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Old 10-09-2015, 11:49 AM   #1
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Higher HP diesel?

In discussion and discussin about the new design in Seapiper 35 Trawler the threads start at one place and meander all over, around and through trailers, rolly, beam, money vs happy etc etc....Can we please focus a minute on the diesel engine? What is the advantage of the optional higher HP Yanmar that drinks more fuel, cost more, (presumably as an added option) runs at higher rpm (spelled h-o-t-t-e-r??) all for the advantage of one additional knot of speed? At some point the prop size/angle plays into additional power (as in fighting wind or currents) so what's the point? Hull design is what everybody says is the deciding factor in how fast the boat goes, so where does engine HP, RPM, come in. and at what point of diminishing return do you quit trying to get bigger, better, thirstier, faster, even flashier, than the guy in the canoe.? Personally, I like daddy Bush's idea "Slow and steady stays the course." Isn't that the basic idea of a Trawler, anyway? I guess what I'm trying to figure out is if the Yanmar would be worth the cost outlay and fuel consumption? Like maybe if you got too close to a dam or a flooded bridge?
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Old 10-09-2015, 12:02 PM   #2
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Both engines will use about the same amount of fuel at the same speed.


If you want to use less fuel slow down but it is nice to have extra power for those times speed is needed or bucking head seas.
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Old 10-09-2015, 12:45 PM   #3
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The nail has been hit on the head:

If you want to use less fuel slow down but it is nice to have extra power for those times speed is needed or bucking head seas.

Our last 2 boats certainly would not meet the classic definition of "trawler" (1996 Bayliner 4087 and 1989 PT52 CPYF)- but they both perform well at 6-9 kts with low fuel burn, and have the ability to get out of harm's way due to the higher HP engines. This works perfectly for us.

Bottom line, you should determine your needs and then purchase based on fulfilling those needs. Never get into the trap of pleasing others- and remember, the guy in the canoe made a choice, too.
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Old 10-09-2015, 12:55 PM   #4
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Both engines will use about the same amount of fuel at the same speed.


If you want to use less fuel slow down but it is nice to have extra power for those times speed is needed or bucking head seas.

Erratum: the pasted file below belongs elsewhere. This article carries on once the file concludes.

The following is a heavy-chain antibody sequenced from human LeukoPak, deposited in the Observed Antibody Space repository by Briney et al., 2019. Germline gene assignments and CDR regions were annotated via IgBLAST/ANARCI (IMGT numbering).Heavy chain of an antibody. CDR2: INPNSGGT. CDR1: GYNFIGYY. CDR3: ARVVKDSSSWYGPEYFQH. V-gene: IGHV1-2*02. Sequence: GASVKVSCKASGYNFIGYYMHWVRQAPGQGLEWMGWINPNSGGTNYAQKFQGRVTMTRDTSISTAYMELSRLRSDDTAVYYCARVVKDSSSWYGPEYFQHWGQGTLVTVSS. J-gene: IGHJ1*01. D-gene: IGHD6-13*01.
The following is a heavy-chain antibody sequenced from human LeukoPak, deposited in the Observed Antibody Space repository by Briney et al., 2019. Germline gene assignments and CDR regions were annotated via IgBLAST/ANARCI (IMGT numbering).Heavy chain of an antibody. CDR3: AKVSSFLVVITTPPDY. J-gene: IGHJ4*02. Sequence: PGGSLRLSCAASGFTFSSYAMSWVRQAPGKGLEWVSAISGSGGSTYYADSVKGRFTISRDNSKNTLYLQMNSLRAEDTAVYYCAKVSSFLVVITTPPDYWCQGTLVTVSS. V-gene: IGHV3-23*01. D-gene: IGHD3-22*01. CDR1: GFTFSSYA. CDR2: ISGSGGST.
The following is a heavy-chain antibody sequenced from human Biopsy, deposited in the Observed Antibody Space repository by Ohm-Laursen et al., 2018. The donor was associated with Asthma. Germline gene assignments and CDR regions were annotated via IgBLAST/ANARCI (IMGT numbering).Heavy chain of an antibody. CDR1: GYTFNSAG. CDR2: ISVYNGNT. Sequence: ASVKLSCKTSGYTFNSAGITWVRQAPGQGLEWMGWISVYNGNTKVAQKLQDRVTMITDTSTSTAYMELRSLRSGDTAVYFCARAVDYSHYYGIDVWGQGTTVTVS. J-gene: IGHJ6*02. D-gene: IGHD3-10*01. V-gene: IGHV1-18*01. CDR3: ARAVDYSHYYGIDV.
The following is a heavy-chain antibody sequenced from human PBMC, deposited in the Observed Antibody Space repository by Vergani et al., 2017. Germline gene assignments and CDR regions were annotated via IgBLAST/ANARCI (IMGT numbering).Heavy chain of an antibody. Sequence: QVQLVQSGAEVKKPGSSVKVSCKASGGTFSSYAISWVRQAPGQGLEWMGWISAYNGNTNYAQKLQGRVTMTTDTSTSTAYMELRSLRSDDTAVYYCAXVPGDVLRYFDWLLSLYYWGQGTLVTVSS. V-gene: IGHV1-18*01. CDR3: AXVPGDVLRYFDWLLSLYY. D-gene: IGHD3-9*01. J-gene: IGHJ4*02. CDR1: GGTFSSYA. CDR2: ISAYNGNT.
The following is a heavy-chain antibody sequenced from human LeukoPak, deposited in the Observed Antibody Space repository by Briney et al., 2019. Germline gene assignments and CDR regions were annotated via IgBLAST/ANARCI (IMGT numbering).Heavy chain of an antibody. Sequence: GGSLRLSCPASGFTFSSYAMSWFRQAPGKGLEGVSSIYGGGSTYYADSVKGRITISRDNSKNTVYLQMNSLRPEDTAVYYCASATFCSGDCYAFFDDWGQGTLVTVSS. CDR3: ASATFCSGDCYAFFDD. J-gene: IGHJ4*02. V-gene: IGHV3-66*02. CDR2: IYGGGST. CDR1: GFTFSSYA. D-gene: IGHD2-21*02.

I slow down the engine when bucking steep head seas to make the boat more manageable.

I had the option of either naturally-aspirated or turboed engines. I chose NA version of the JD 4045 because the engine provided sufficient power for the hull's full-displacement design. (The builder only offers the turbo-version presently. Does JD still offer a NA 4045?)
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Old 10-09-2015, 12:56 PM   #5
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They are vending a product to a fickle market. Offering brand options and power options seems to be a wise choice, whether it makes sense or not.
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Old 10-09-2015, 01:38 PM   #6
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With FD it's stupid to overpower but most FD boats are overpowered. Mostly because most think they need more power for emergencies like bucking wind, tidal or other currents ect. My opinion is not mainstream as I think 4hp per ton of boat displacement is way more than anybody really needs. So for a FD boat 1.5 times as much power as it takes to cruise at one knot below hull speed is plenty of power.

But the boat in question is not even close to FD. Having said that one could go forth w FD level power but it would be as stupid as overpowering the FD hull. Designers usually design a SD hull for a "speed range" and therefore any amount of power that produces speed in that range is appropraite. It's not entirely stupid to run a bit more or even less unless one gets down to FD power. Then a FD boat (hull) would be the only appropriate way to go. And by the same token installing more power than is necessary to achieve the high end of the speed range will put the boat in a less than optimum configuration re power to hull design and then a hull that's a little closser to a planing design would be better.

So the information necessary here is to determine what the speed range of the Seapiper hull is and start estimating how much power it will take to provide the speeds that match the hull design. Normal cruising speed should take just about exactly 50% of availible power leaving a lot of spare power for whatever reason.